At ISRO, Dhawan was keen to emphasise the organization’s social role, focusing on what satellites could do with regard to weather forecasting, natural resource mapping and communications. He worked assiduously to keep the organisation at a distance from powerful politicians; hence the decision to shift its headquarters even further away from Delhi, and his own unwillingness to accept personal hand-outs, such as Rajya Sabha seats.
This writer was privileged to know Satish Dhawan in his last years. He was a fine scientist, a great builder of institutions, and a warm and compassionate human being. His long-time IISc colleague, Amulya Reddy, wrote of him that “unlike most of his contemporaries, he was above caste, language, religious and provincial considerations.” Dhawan, he added, “was devoid of jealousy and envy”. Meanwhile, his ISRO colleague, Yash Pal, said of Dhawan that in his treatment of individuals, “there was no favouritism and no animosities”. The Indian scientist with whom he worked closely for the longest period, Roddam Narashima, concluded his own obituary of Dhawan by saying: “He was, most of all, the undeclared but widely accepted moral and social conscience of the scientific community.”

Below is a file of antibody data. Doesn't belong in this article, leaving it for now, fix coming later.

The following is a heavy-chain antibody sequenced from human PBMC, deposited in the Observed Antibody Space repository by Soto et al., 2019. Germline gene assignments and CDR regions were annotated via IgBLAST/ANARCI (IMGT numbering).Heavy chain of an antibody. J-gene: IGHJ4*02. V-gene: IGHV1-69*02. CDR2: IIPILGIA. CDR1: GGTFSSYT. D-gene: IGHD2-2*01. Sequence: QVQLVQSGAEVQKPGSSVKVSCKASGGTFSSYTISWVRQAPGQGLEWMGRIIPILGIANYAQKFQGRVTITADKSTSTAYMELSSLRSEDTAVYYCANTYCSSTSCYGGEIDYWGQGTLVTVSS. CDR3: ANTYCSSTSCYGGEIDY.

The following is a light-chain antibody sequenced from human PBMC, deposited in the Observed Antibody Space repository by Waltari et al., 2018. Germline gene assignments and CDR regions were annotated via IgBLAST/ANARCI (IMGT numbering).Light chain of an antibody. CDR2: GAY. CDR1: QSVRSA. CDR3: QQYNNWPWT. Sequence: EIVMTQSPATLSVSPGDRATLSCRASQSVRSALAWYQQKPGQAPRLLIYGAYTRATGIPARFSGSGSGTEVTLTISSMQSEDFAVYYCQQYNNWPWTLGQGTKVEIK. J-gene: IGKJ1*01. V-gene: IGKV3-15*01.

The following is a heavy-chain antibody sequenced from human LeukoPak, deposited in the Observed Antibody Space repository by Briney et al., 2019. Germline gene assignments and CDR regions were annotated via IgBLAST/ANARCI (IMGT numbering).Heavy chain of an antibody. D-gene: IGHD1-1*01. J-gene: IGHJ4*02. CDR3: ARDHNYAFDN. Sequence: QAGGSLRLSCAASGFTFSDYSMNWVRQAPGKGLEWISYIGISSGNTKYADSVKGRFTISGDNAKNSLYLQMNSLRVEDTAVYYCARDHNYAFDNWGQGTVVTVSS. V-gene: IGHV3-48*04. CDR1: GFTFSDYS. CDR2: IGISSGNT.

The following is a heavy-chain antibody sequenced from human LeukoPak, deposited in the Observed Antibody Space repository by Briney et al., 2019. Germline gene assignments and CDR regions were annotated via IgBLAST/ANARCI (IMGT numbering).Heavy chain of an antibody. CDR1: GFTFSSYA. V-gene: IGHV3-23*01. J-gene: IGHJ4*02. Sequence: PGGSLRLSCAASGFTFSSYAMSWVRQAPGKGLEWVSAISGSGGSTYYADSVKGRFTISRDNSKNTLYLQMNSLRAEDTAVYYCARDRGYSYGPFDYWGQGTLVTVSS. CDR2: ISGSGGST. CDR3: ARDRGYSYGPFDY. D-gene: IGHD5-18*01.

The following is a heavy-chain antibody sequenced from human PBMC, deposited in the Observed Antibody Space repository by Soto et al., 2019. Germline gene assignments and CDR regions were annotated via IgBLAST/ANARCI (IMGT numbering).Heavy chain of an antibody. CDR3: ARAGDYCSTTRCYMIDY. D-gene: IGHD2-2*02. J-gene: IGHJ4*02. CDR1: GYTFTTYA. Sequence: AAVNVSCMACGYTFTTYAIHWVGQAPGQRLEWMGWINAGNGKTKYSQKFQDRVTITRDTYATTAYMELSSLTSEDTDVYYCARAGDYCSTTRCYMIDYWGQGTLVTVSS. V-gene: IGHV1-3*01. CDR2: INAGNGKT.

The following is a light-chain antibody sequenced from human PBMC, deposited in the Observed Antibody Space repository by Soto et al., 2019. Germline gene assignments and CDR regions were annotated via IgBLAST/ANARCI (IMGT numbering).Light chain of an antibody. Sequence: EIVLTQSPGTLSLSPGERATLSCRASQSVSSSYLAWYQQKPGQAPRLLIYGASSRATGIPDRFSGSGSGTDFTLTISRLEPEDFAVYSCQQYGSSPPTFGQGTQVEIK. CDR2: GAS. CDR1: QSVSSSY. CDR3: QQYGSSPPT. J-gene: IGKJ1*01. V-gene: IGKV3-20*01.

To these tributes by colleagues, let me add some words of his daughter, Jyotsna Dhawan, herself a distinguished Indian biologist. Of her father’s deep social consciousness she writes: “In building the launch center at Sriharikota, the displacement of the Yanadi tribe troubled him, set as it was against the massive displacements going on all over India in the name of development, and he worked hard to see that some reparations were made. Medha Patkar’s selfless struggle to keep the fate of displaced people in our collective consciousness aroused his greatest admiration.”
Satish Dhawan was one of the greatest of modern Indians, being to the field of science what JRD Tata was to entrepreneurship, Kamaladevi Chattopadhyay to the crafts sector, and Verghese Kurien to the co-operative movement. There are many lessons in Dhawan’s life for the emerging leaders of today – be they in science, politics, business, administration, or civil society. They include an absolute integrity in personal life and professional conduct; a remarkable ability to recognise and nurture talent and to allocate responsibilities wisely and well; the generosity of spirit that encourages subordinates to claim credit for success; and, not least, the moral courage that leads the leader to take the blame for failure.